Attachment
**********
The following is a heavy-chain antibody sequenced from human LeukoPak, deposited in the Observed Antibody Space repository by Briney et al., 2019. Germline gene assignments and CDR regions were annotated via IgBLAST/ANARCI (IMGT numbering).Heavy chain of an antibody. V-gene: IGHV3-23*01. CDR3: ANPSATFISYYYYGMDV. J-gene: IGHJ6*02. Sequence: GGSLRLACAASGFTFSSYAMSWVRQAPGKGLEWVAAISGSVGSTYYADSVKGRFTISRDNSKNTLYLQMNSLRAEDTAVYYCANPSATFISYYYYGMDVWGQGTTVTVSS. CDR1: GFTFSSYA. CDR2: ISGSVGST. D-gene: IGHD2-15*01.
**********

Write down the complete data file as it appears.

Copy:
The following is a heavy-chain antibody sequenced from human LeukoPak, deposited in the Observed Antibody Space repository by Briney et al., 2019. Germline gene assignments and CDR regions were annotated via IgBLAST/ANARCI (IMGT numbering).Heavy chain of an antibody. V-gene: IGHV3-23*01. CDR3: ANPSATFISYYYYGMDV. J-gene: IGHJ6*02. Sequence: GGSLRLACAASGFTFSSYAMSWVRQAPGKGLEWVAAISGSVGSTYYADSVKGRFTISRDNSKNTLYLQMNSLRAEDTAVYYCANPSATFISYYYYGMDVWGQGTTVTVSS. CDR1: GFTFSSYA. CDR2: ISGSVGST. D-gene: IGHD2-15*01.